Markets
Bullish start for Bursa
Stephanie Jacob 
advertisement[x]

THE traditional December window-dressing rally is far from over for the local bourse judging from the manner the FBM KLCI has kicked-off the year strongly.

Sceptics who doubted the sustainability of the benchmark index closing at its highest level in more than two-and-a-half-years – a 9.4% gain throughout 2017 which ironically was the worst performer in the Asean region – were almost spot-on when the market pulled back sharply on the first trading day of 2018, erasing most of the gains made on the last trading day of 2017.

However, the bleak start did not last long as investors – in particular, institutions and foreign funds – looked to external factors for the much needed catalysts to spark a comeback.

On Jan 3, a strong feel-good sentiment enveloped the local bourse with the KLCI notching up 0.57% or 10.09 points amid hefty trading volume which surpassed five billion shares valued at a staggering RM3.7 bil.

The bullish sentiment was further underlined as gainers roundly thumped losers by 771 to 305 or a ratio of 2.5:1 – an outcome that has hardly been visible for a long while.

Those expecting the rally to have a short lifespan were wrong as the market jumped another 0.59% or 10.66 points the following day to break the psychological 1,800-mark, again with gainers outpacing losers substantially (716 against 353).

Market observers largely attribute the performance of the local bourse to buoyant spillover effect originating from Wall Street and other Northeast Asian key markets.

“I think investors were questioning whether there will be a repeat of the good performances of 2017,” a research analyst with a local fund company told FocusM. “In that sense, the performance on Wall Street and markets in Japan and Hong Kong have helped eased concerns while at the same time, raise optimism.”

Both the Dow Jones Industrial Average and the S&P 500 ended the period popularly known as the “Santa Claus Rally” by posting strong gains in their first two trading days of 2018. The “Santa Claus Rally” period traditionally covers the last five days of the past year and the first two trading sessions of the new year.

Market participants often see a positive market in those sessions as a good indication of market health.

The Dow is now rocketing towards the 25,000-mark – just a month after breaching 24,000 – by adding a further 0.4% or 98.67 points to close at 24,922.68 on Jan 3.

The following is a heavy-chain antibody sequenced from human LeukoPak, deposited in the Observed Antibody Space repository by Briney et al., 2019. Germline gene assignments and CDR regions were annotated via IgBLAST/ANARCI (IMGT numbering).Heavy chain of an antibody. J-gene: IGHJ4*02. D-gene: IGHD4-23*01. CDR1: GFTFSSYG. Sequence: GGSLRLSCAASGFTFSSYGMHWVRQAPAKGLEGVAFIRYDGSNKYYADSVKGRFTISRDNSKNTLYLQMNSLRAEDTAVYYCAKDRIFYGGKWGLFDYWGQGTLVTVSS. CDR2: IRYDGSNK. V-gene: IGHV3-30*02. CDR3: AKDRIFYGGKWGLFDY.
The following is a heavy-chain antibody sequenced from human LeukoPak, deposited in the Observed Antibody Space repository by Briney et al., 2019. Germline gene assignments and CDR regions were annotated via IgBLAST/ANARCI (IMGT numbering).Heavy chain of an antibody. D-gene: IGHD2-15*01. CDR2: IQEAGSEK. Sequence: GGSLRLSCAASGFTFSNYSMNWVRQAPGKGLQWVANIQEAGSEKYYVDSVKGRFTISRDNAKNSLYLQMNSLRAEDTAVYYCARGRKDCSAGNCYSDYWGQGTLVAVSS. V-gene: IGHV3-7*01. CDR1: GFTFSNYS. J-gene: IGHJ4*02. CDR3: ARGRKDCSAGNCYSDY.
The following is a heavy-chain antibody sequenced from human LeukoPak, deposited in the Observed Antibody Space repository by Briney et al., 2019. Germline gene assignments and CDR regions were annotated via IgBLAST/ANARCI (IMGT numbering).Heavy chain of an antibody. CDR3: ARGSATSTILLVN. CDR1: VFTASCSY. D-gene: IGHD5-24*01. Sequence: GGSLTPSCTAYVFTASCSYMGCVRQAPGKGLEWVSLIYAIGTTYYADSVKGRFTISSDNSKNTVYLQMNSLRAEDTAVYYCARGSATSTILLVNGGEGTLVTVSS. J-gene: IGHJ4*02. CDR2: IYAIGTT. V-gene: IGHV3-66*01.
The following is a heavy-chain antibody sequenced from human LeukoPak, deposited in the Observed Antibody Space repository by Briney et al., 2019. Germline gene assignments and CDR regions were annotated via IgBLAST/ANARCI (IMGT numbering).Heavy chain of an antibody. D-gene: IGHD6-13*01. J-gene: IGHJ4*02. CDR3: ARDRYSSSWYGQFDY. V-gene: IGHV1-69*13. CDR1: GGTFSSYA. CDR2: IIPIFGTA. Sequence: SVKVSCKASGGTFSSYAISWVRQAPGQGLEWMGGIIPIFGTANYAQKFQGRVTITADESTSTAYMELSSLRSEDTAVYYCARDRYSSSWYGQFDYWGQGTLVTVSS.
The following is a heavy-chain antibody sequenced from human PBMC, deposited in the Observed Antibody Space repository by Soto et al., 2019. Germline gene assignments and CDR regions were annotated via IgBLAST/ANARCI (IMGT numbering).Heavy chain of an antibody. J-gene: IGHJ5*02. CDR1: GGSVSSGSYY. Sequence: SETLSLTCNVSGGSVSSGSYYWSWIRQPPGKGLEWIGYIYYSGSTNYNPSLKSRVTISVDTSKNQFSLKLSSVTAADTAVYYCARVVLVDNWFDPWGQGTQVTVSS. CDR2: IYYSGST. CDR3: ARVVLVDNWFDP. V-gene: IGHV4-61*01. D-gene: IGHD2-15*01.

On a similar note, the S&P 500 also continued its record-breaking streak by breaching the 2,700-mark to end 0.64% or 17.25 points higher at 2,713.06.

 

Spillover effect

Positively, AllianceDBS Research observed no indication of bubble forming in the US markets in the near term.

“Despite US interest rates travelling on an upward trajectory, interest rates in the US would remain structurally low,” the research house pointed out in a recent Malaysia Strategy report.

“With inflation levels exceeding this, real interest rates are negative [thus] fuelling prospects of further valuation expansion for equities,” the report further argued.

Closer to home, the Hang Seng Index also continued its gallop higher to close 0.57% or 175.53 points to 30,736.48 on Jan 4. This continues the good run of Hong Kong’s benchmark index which posted significant gains of 36% last year.

Similarly, Japan’s Nikkei 225, which had a stellar past year, continued into 2018 with a bang as it shot to its highest level for 26 years on its first day of trading for the year. At the bell on Jan 4, it was 3.26% or 741.39 points higher at 23,506.33.

TA Research Securities chartist Stephen Soo believes such bullishness will continue in the first half of the year.

“As we leap into 2018, the appointment of Jerome Powell to lead the US Federal Reserve, US tax cuts as well as stronger growth and earnings in Japan and emerging markets can push global equity markets higher over the first half of the year before facing headwinds,” he noted in his Foreign Stock Markets Outlook report.

Importantly, the continuation of the global equity rally augurs well for the KLCI too, according to the AllianceDBS report.

“We remain positive on the KLCI as we think that there is further room for global equity markets to rally,” it reckoned. “The KLCI, which has lagged behind its regional peers, should finally play catch-up.”

Low foreign ownership in the equity market, a still undervalued ringgit, the return of corporate earnings growth and attractive valuations further form the basis of AllianceDBS’s anticipation of stronger returns for the KLCI in 2018.

 

Pre-election rally

Market participants also believe that a pre-election rally is imminent, if not already begun. The 14th General Elections (GE14) must be called by Aug 24 although most polls watchers believe that it is likely to take place much earlier.

Popular predictions point to any time between February and April. Back in November, Deputy Prime Minister Datuk Seri Zahid Hamidi lent credence to the forecasts as he hinted that elections would quickly follow the Lunar New Year celebrations.

In this timeframe, Hong Leong Investment Bank head of retail research Loui Low suggested that investors would have a small window for accumulation before the country heads to the ballot box.

“We think stocks in general will remain buoyant driven by the short window for accumulation ahead of the anticipated GE14,” he added in his recent Traders Brief report.



This article first appeared in Focus Malaysia Issue 266.